Thirty-six. That’s how many governors’ races are on the ballot Tuesday.
While much of the national focus has been on Congress, the campaigns have national implications for congressional representation for 2020 and beyond. Democrats and Republicans are pouring millions into these races with that very thing in mind.
So what themes and trends might emerge when all the ballots are counted?
Here are five:
New South. Same South.
Georgia is ground zero. The gubernatorial candidates in this contest couldn’t be more different. Stacey Abrams is a black progressive woman. Brian Kemp is a white conservative man. Oprah Winfrey and former President Barack Obama endorsed Abrams. President Donald Trump handpicked Kemp in the GOP primary and stumped for him, as did Vice President Mike Pence.
Democrats have wanted to turn Georgia blue for years – the last time voters elected a Democratic governor was in 1998. The key to this race, will be … race. Can the new Georgia – increasingly black, Latino and more moderate, suburban whites – beat the old Georgia, which is whiter and older, and more conservative and rural? The same dynamics are at play in Florida, with Republican Ron DeSantis vs. Democrat Andrew Gillum.
A record 16 women are on the ballot this year in governors’ races. And some, like Abrams, are trying to make history.
Lupe Valdez in Texas is vying to become first openly gay Latina governor. Paulette Jordan in Idaho is vying to become the first Native American governor. Christine Hallquist in Vermont is the first major-party transgender nominee. But they are long shots.
More likely is Kristi Noem, who could become the first woman elected governor in South Dakota. Kim Reynolds could become first woman elected governor in Iowa – she is the incumbent but was elevated to the post. In Maine, Janet Mills could become first woman elected governor there. But the real test is whether, come 2019, a record number of women are in governors’ mansions. The record is nine, in 2004 and 2007.
Rust Belt and Midwest
This region was key to Trump’s victory in 2016. He won Wisconsin, Ohio, Pennsylvania, Michigan and Iowa, and these states all have governors’ races. Some are competitive down the stretch and others aren’t. Democrats feel good about holding Pennsylvania and flipping Michigan. Wisconsin, Ohio and Iowa are possible pickup opportunities for Democrats, two years after Trump won those states by focusing, in part, on trade and working-class white voters.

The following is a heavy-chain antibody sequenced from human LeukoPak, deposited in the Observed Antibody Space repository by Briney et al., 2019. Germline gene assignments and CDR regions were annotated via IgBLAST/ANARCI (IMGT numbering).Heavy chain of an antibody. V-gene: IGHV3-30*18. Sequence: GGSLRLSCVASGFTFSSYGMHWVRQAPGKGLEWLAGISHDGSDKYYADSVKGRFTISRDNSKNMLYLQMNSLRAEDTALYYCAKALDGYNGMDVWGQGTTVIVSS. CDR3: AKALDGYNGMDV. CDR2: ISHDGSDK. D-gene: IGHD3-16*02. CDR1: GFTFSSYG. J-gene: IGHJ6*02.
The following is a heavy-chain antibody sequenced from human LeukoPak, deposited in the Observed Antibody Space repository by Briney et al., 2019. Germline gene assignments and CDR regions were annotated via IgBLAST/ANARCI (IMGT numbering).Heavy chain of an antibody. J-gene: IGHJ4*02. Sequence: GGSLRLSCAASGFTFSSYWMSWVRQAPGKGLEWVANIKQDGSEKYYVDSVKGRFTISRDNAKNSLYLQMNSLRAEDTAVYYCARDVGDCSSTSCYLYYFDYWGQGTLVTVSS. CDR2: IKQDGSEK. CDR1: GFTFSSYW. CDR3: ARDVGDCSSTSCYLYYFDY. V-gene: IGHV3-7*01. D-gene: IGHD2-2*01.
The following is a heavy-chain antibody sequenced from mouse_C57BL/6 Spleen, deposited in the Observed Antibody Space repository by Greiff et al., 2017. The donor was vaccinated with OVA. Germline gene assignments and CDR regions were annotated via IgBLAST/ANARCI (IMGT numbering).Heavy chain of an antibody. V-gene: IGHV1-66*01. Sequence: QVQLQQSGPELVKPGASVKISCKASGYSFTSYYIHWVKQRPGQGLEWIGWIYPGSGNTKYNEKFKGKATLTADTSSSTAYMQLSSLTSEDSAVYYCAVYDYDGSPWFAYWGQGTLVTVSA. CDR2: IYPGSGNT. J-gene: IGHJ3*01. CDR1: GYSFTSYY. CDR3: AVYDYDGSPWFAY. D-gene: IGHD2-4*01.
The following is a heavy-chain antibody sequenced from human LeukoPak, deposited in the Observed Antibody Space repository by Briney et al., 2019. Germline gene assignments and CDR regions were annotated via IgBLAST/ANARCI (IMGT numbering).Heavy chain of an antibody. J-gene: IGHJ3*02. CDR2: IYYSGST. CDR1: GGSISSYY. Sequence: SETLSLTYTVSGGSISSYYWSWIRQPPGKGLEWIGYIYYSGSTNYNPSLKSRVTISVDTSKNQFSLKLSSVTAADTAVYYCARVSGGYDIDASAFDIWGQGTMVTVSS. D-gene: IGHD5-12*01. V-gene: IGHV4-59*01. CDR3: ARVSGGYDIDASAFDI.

Trump promised to revive the hollowed-out manufacturing sector, but tariffs and the trade wars have complicated the picture. Overall, manufacturing jobs have been on an upward trend since the last quarters of the Obama administration and are increasing at a record pace. But the heyday for manufacturing jobs is long gone. For every good headline about FoxConn, there are not-so-good headlines about Harley-Davidson and General Motors. Inroads among Democrats in this region will buoy them and leave GOPers worrying.
The Obama years were not good to Democrats. Ten years after Obama was elected, Democrats have just 16 governorships, while Republicans hold 33. This cycle, the GOP is defending 26 seats, while Democrats are defending nine. (Alaska currently has an independent governor, who is not seeking election). Forecasters suggest anywhere from a three- to 12-seat net gain for Democrats, and strategists I talk to say a good night for Democrats would be if they gain six seats. But some victories will be much more meaningful than others. In Wisconsin, Gov. Scott Walker, who has been sounding the alarm about a blue wave for months, faces a tough Democratic challenger. A Walker defeat would be a big win for Democrats. In Florida and in Georgia, if Gillum and/or Abrams wins, Democrats would have two big history-making stars and a blueprint for how to successfully harness changing demographics.
The Trump factor
The President handpicked candidates in three races – Georgia, Kansas and Florida. If they win, Trump – and more specifically Trumpism – will have bragging rights. Wins by Kemp, Kris Kobach and DeSantis will mean that GOP candidates not named Trump have a successful playbook for how to win in a wide array of states, not only in the primary, but also in the general election. Trump injected himself in these races in the waning days, lobbing what many thought were racially coded insults at Gillum and Abrams. He also turned attention to immigration, warning of an invasion at the southern border. Similar dynamics played out successfully for him in 2016. Tuesday could bring a like victory. Which means Trump’s 2018 focus on immigration as a wedge issue could be validated in big states, setting up his 2020 re-election and handing other GOPers a strategy for connecting with the President’s base.